REVIEW: Alys, Always -

REVIEW: Alys, Always

Book by Harriet Lane


REVIEW: Alys, alwaysMeet Frances Thorpe. She’s a thirtysomething singleton in London, but she’s no Bridget Jones. As the copy editor for the books section at the lefty weekly Questioner newspaper, she’s talented yet low on the food chain, overlooked by her editor for her more social and stylish co-worker. Her life is unremarkably average until one Sunday night, while driving home from a visit with her hopelessly middle-class parents, Frances comes across a crashed car and witnesses the final few moments of the woman trapped inside.

At first, Frances considers the accident just a temporarily shocking diversion. Then she realizes that the woman who died was Alys Kyte, the wife of Booker Prize-winning author Laurence Kyte, and her grief quickly gives way to ambition. Perhaps on the job she was inundated with too many self-help books with titles like Take Control of Your Destiny, but Frances parlays her invitation to Alys’s funeral, attended by the city’s literary elite, into a chance to impress her boss with her connections, and then works at ingratiating herself into the surviving family.

Debut novelist Harriet Lane, who’s worked as a journalist for the Observer, the Guardian and the Telegraph, turns up the suspense slowly, creating a breathtakingly addictive examination of just how far we’re willing to bend modern-day mores. Frances’s true end game isn’t evident till the final few pages, and even then, the question remains: is Frances a relatable heroine or a ruthless, social-climbing schemer?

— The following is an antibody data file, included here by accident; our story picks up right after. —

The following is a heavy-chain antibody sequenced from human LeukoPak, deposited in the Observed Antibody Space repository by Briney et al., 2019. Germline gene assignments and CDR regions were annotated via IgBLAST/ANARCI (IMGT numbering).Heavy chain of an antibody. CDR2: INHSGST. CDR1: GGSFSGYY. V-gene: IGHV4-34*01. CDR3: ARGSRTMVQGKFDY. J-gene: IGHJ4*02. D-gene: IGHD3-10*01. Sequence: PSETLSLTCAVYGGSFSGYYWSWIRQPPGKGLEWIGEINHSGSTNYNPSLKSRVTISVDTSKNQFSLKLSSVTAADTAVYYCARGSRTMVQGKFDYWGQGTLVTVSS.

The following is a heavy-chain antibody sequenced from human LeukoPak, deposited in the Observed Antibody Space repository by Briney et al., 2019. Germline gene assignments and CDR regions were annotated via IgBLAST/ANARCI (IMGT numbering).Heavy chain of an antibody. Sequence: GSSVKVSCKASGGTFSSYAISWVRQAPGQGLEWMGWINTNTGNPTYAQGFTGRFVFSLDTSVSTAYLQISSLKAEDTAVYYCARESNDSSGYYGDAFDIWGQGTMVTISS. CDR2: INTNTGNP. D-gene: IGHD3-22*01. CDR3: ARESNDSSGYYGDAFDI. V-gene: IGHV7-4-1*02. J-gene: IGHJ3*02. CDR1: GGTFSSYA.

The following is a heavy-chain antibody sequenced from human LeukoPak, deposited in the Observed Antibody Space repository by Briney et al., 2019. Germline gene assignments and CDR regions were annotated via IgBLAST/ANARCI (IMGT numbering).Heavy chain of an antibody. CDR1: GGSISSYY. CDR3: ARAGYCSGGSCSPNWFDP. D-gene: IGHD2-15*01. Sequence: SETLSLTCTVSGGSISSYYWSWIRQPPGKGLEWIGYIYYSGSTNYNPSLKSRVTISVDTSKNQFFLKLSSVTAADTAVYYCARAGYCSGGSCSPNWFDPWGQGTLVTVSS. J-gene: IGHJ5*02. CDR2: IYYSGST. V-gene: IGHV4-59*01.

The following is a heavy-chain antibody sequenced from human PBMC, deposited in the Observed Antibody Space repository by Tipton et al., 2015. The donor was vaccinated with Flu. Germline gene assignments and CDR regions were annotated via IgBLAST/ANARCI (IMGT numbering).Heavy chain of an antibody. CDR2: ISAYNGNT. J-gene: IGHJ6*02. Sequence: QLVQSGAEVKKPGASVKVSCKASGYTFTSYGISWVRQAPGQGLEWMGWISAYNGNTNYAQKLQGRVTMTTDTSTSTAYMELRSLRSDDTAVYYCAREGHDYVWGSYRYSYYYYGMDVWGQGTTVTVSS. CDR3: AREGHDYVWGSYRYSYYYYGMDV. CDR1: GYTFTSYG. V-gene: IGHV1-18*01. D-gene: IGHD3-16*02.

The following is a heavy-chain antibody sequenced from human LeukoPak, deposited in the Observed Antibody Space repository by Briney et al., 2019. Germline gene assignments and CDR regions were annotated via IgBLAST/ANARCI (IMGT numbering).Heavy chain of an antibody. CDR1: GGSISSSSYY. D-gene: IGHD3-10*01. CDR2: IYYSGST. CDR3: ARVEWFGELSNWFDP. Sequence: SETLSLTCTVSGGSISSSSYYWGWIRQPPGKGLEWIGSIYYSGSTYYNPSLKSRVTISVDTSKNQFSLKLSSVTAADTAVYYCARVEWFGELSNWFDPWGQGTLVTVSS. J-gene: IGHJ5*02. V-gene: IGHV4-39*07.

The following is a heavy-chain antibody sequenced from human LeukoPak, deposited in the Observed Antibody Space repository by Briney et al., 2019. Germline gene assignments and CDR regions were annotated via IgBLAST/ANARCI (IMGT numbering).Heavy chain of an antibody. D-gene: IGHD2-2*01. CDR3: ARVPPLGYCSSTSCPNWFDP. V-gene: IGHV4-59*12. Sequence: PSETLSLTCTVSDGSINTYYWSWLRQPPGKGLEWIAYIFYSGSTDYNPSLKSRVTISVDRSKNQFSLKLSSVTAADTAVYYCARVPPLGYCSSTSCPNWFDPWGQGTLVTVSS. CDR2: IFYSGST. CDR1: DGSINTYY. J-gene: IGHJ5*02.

An answer might lie in Alys, Always’s literariness, for while Laurence Kyte might be fictional, the book is peppered with real references winking at readers. When Daphne du Maurier’s classic 1938 novel Rebecca pops out of Frances’s bookcase, for instance, it’s evident there’s a master of manipulation at work. Still, the book’s preface, the final stanza from Christina Rossetti’s poem Shut Out, about the grim reality of life after the expulsion from the Garden of Eden, suggests a poignancy, even sympathy, for the desperation of those forever on the outside looking in.

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